You meant to have your dog or cat spayed before she became in heat, but you didn't expect it to come so soon! Dogs and cats have their first heat between four to six months of age. Although you can ask your vet to spay a dog or cat in heat (also known as estrus), many vets prefer to wait until the heat cycle is over to be safe; if the spay is done while the animal is in heat, the costs are usually a little higher as well. The size, age, and overall health of the pet are factored into the decision, but it's always better to err on the side of safety in matters concerning your best furry friends.
Dogs and cats are typically spayed by four to six months of age. If the animal is spayed before the first estrus cycle, the chances of mammary cancer are greatly reduced. Spaying at any age eliminates the chance of ovarian and uterine cancers, as these organs are removed during a typical spay.
The ideal age to spay and neuter is a topic of much debate. Speak to your veterinarian about your specific pet for advice on the best age to spay. Many experts feel that spaying before the first heat cycle is best for the pet and most agree that it is best to avoid spaying when in heat if possible. However, recommendations may vary based on the breed and size of your pet as well as current research.
Sometimes an appointment is made far in advance or an animal is found or rescued and the estrus status is not known when the surgery is scheduled. If this is the case, speak to your veterinarian about possible risks and added costs of spaying the animal while it may be in heat.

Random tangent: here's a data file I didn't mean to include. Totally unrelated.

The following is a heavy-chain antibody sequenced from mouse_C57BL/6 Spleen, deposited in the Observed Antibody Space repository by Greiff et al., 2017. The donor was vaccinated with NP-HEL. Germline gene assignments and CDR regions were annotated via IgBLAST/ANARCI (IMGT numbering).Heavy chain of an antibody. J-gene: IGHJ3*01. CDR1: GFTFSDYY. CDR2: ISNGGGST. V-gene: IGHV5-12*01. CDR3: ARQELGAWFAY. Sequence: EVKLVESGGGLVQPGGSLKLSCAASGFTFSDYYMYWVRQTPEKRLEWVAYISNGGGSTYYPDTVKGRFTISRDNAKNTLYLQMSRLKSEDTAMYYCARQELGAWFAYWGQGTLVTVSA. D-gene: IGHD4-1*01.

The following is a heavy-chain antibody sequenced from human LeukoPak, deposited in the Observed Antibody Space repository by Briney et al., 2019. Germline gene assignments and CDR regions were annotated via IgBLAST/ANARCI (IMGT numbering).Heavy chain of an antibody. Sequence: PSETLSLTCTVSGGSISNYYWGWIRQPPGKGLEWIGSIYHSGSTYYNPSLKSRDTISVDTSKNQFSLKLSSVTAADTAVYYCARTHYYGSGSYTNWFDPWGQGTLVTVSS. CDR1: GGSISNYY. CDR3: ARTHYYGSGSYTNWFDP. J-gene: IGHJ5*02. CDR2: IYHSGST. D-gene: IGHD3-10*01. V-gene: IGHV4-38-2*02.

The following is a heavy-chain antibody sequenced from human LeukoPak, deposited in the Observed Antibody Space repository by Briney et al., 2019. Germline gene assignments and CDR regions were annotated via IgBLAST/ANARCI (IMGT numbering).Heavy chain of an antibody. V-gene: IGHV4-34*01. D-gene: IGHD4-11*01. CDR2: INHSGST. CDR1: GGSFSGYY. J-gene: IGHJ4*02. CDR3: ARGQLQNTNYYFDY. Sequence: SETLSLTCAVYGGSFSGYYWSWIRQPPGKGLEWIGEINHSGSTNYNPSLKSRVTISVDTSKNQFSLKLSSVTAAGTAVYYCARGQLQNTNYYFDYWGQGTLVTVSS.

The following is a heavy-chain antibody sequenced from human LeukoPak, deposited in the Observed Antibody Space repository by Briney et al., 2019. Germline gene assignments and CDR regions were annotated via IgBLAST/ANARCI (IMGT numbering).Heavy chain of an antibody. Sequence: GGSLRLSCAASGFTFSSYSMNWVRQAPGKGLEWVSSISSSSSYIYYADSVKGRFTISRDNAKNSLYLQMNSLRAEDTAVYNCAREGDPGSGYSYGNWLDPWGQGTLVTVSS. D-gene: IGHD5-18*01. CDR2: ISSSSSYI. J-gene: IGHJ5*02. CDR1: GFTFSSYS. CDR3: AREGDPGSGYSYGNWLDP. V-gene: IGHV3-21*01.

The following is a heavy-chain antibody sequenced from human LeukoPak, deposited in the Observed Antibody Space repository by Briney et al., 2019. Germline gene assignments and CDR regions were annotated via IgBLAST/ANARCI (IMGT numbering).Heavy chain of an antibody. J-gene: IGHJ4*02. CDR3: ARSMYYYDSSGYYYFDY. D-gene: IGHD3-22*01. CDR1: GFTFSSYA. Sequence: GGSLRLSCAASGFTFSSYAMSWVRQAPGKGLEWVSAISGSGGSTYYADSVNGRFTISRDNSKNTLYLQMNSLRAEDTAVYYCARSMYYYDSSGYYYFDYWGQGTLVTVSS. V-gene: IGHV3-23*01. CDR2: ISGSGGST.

Spaying While in Heat
During a heat cycle, the blood vessels that supply the ovaries and uterus are engorged. Additionally, these tissues are more "friable," meaning they may tear more easily than normal and then bleed more. Even tissue not associated with the reproductive organs such as skin, fat, and muscle will often bleed more than normal during surgery. This makes a typically elective surgery more stressful than it needs to be and carries the additional risk of bleeding problems during the surgery or post-operatively. Because of this, some veterinarians will not spay a pet in heat and recommend instead that surgery be scheduled for a week or two after the cycle ends.
Some veterinarians are selective about the type of pet they will spay while it is in heat. In general, cats that are in heat are easier to spay than dogs that are in heat. Small dogs are easier than large dogs. Overweight pets are difficult to spay both in heat and not in heat. Anesthesia is riskier for overweight animals too—just one more reason to make sure your pet is a healthy weight.
If a pet is spayed while in heat, the surgery takes longer and additional surgical supplies such as gauze sponges and sutures may be needed. The medications used before, during, and after the procedure may be different from those used on a routine spay. Therefore, the cost of the procedure will be higher to cover the extra time and supplies needed.
Waiting to Spay
If your dog or cat is in heat, you may have decided to wait until she is out of heat for surgery. This reduces the risk of surgery and lowers the cost of the procedure. However, it is important to watch your dog or cat very carefully until she is out of heat. During this time, she may try to sneak out of the house or yard, especially if there are males nearby.
Remember that your dog or cat is very receptive to males at this time as she is hormonally inclined to mate. If she does manage to mate with a still-fertile male, you may end up dealing with a pregnant dog or a pregnant cat! Then it becomes a question of whether to spay her and terminate the pregnancy or wait for a litter of puppies or kittens. Avoid adding to the pet overpopulation problem and do everything possible to avoid accidental mating; dogs and cats should not be bred unless they are excellent quality purebred animals and you are an experienced, responsible breeder.